The Needle In a Haystack: Choosing the right fitness/workout program

Written by Deanna Camilo, PT, DPT, OCS


Tis the season of holidays, good food, family time and New Year’s resolutions! Often after a rich and full holiday season, people start considering fitness goals for the new year. Gym memberships, class passes, CrossFit, and yoga? Where does one begin? Deanna Camilo, PT, DPT, OCS has some great thoughts to help you navigate your new or evolving fitness goals for 2018.



With unlimited resources available to the average consumer, how does one know which exercise program is the right choice?  Open any magazine in the fitness section of your local bookstore or supermarket and you’ll be bombarded with ways to improve your strength/flexibility/endurance. In fact, have you done any late-night infomercial watching lately?  For just 12 easy payments of 19.99 (plus tax, of course), you are guaranteed to be in the best shape of your life. Do any of you find this as overwhelming as I do? Where do you start?  How do you know whose paid celebrity endorsements to believe?  Trust me, I understand your frustration and I’m here to help guide you.


First things first, I highly recommend that you make appointments with your internist and physical therapist to make sure you are healthy enough to start a new exercise program.   Once you’ve gotten the all clear, it’s time to build your program.


The US Department of Health and Human Services currently recommends that adults perform at least 150 minutes of moderate-intensity aerobic activity or 75 minutes of vigorous-intensity aerobic activity each week. They, also, recommend that adults incorporate at least 2 sessions of strength training each week.  I can hear you now… but Deanna, I want to lose weight!  Isn’t the only way to lose weight by doing cardio for hours and hours each week?  NO!!!  Building muscle mass helps to boost your metabolism (thus boosting fat loss).  Strength training, also, helps to improve bone density and aids in the prevention of osteoporosis.


Now that you know the basic components, the next step is to determine your health goal(s).  Do you want to become more limber?  Maybe yoga would be a good option for you.  Do you want to strengthen your core and improve your postural awareness? Pilates would likely be a good route for you to consider.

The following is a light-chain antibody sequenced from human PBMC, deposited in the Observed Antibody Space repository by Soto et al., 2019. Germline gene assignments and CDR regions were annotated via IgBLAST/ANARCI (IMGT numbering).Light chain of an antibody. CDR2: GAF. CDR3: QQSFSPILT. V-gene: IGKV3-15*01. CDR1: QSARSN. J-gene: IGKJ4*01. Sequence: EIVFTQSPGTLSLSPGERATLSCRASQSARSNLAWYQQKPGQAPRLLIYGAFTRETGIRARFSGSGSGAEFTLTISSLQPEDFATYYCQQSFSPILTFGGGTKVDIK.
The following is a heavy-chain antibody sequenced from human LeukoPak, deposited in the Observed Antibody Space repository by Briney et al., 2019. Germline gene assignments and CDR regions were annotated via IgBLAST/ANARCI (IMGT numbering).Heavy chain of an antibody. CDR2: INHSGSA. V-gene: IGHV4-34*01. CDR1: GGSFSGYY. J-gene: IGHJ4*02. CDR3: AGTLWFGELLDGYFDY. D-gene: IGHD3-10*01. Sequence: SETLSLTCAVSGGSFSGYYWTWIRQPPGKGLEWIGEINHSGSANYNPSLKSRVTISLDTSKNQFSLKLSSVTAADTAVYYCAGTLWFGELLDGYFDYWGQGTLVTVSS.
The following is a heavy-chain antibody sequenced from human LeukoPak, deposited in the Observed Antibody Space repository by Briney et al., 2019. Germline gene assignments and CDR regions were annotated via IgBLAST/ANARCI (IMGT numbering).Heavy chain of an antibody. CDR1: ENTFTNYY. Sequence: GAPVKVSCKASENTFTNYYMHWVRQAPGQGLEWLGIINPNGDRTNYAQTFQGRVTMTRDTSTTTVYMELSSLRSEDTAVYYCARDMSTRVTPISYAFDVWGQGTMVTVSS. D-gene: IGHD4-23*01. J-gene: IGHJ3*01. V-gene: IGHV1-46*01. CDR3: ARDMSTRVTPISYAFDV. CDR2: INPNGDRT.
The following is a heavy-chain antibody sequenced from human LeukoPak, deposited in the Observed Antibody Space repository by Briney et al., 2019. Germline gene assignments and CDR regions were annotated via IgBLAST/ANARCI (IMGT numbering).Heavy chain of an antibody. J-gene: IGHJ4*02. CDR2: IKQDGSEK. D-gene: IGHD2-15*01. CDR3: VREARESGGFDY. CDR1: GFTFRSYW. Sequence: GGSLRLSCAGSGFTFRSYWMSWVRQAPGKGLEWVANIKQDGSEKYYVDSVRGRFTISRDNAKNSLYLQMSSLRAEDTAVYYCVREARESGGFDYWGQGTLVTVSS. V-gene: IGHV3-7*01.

Look for more information on the differences between yoga and Pilates in my next blog post!

Maybe you’re just looking for a well-rounded program that will help you maintain or improve your current fitness level.  Most importantly, I can’t stress enough how little benefit you’ll get from just doing one type of exercise class.  Not only is it unsustainable, but there is, also, the potential for over-use injuries.  It’s all about balance!  Start by figuring out what you’re interested in and what makes you happy.  Once you’ve figured it out, make that the basis of your program.  Are you a former dancer?  Consider taking a barre class 2-3 times per week and then balancing that with your favorite type of cardio (walking, elliptical, stair master, etc.). Do you really enjoy spin classes?  Good news is there’s a spin studio on every corner.  The bad news is that just taking spin classes isn’t going to get you very far in the “strengthening and toning” department.  You’ll just need to make sure to include weight training at least two days out of the week.


For more information on beginning a safe strength training program, the ladies at Girls Gone Strong have some fantastic FREE resources:


If you’re a fan of group HIIT classes (Blast, Orange Theory, etc.), I would encourage you to choose a class based off of your current fitness level and not off of where you’d like to be in three months.  I see a lot of injuries come out of these types of classes.  Not because the classes are inherently bad, but because many people push themselves way beyond their personal limits when they’re competing with others.  The other thing to consider with these classes is the instructor to student ratio.  Be realistic, a single instructor is not going to be able to provide feedback and correction for all 20 students at once.  This type of environment is okay if you are not new to the type of workout or exercises.  However, I do not recommend starting with these classes if you have never done this type of workout before.  If you are new to HIIT classes, but are interested in starting, consider taking a few private sessions to make sure you have proper form prior to joining the class.


Bottom line:  Choose a well-rounded program, be smart, listen to your body, and seek advice from your physical therapist if you have any concerns whatsoever.


Sorry, the comment form is closed at this time.

Motion Stability